Embarrassing moments in a music critics life could be the name of a blog where this review would be one of the most prominent. The album was later ranked #229 on Rolling Stone`s list of The 500 Greatest Albums of All Time. “Walk This Way” and the album’s title track are part of The Rock and Roll Hall of Fame`s 500 Songs that Shaped Rock and Roll list.
The album is also their most commercially successful studio LP in the US, with eight million copies sold.
Someone liked this album, but certainly not Mr. Bell.
Have a fun read!
Aerosmith: “Toys In The Attic” (CBS)
By Max Bell
“Toys In The Attic,” is Aerosmith`s third record. No one here knows that much about Aerosmith, except that they`re a straight-ahead Eastern seaboard band with roots in New Hampshire, Boston and Manhattan who concentrate on emulating the R&B raunch of the 60`s allied to the supposed improvements of today. That`s what it says here, anyway.
Their strength (derivative simplicity) may well turn out to be their downfall as far as sustained success goes because, though “Toys” is rifling high in the U.S. charts, we`ve already heard this brand of hard rock more than enough – to wit the recent inroads made by the likes of Queen and Golden Earring.
The title track bursts right in as if it had been playing for several minutes. A clever touch with plenty of The Who in there.
Lead singer Steve Tyler looks remarkably similar to the dreadful Freddy Mercury, but he sings O.K. so we`ll let him off. Anyway, Aerosmith keep the influences nice and obvious at first until you realise that what you`re experiencing is actually incestous deja vu.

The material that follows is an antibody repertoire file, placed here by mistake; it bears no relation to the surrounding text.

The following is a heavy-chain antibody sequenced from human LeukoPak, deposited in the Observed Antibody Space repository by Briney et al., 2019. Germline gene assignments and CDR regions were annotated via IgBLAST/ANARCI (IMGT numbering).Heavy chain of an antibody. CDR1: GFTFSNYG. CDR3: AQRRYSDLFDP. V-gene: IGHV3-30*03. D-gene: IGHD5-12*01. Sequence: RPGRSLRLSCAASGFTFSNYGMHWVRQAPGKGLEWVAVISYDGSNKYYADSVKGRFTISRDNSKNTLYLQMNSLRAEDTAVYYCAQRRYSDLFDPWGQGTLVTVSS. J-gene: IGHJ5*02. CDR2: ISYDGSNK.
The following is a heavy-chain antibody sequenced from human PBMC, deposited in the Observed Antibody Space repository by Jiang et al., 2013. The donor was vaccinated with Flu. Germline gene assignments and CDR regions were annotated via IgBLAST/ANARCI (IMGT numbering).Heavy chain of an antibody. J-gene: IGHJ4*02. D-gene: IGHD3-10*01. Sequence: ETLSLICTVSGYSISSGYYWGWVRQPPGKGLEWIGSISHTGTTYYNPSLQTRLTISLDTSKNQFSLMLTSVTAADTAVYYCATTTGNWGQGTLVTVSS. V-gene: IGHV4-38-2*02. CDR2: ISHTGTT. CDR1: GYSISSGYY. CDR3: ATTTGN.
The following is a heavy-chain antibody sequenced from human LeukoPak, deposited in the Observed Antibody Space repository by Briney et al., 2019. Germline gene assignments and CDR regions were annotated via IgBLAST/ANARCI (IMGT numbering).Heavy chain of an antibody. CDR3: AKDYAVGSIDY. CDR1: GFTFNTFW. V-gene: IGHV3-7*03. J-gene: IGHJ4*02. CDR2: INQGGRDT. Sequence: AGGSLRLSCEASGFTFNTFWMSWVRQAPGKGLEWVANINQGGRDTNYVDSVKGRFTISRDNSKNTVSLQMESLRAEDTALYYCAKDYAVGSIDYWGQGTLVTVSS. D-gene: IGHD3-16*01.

“Uncle Salty” has failsafe boogie riffs, clean dancing beat and a dual guitar – cracked chandelier tension provided by Joe Perry and Brad Whitford. It palls after a time…like most of the songs. Jack Douglas has produced a thick, strong mix around sophisticated material but, as a whole, the experience is immediately expendable. There`s not enough deviation from a predictable norm.
So: “Walk This Way” and “Adam`s Apple” are interchangeable. Pleasant slide creations and uncomfortably fast sound level – odd bursts of high octane in all the right places. Text-book rock and wasted energy.
Where they chance their arm – like on the rude blues “Big Ten Inch Record” with its refined swooping horns and torch piano melody – they show all the distinctive markings of fair live potential, but one that still leaves nothing fancy to the imagination.
“Sweet Emotion” has guess-the-riff chord sequences and an annoying triangle intruding in the background which only succeeded in making me check if the telephone was ringing. Things take off at last on “No More, No More” (that`s asking for it) where the opening is neatly stolen from “Rip This Joint” but trails off into a sonic burst seizure of its own that comes over into “Round And Round” (not Chuck`s version).
Tyler`s voice here has the temporary quality of a brain-vein-snapping madman. The kind of vocalist who drives the old folks nuts.
They finally blow the whole thing on the horribly gimmicky “You See Me Crying” where someone had the bright idea to slow up the tapes so one imagines one`s stereo is on the blink. The delayed-action orchestration is a dismal failure too – and anyway the original (Spirit`s “Soldier”) was better.
Maybe as a first album this would be a commendable offering but, as it`s their third, Aerosmith haven`t got a lot to shout about.
Their claims that “our music is rough and raunchy R&B with a lot of refinement”, and claims made for them that “they capture the tradition of the Stones” aren`t borne out here.
The Stones were originals of a sort. By the time you get to third-generation bands it`s reasonable to hope for slightly more than the basics – even if they are well done.
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This number of New Musical Express also contains articles/interviews with these people: Rolling Stones, Steve Miller, Jimmy Webb, Paul McCartney, Billy Cobham, Bob Marley, Camel, Decameron.
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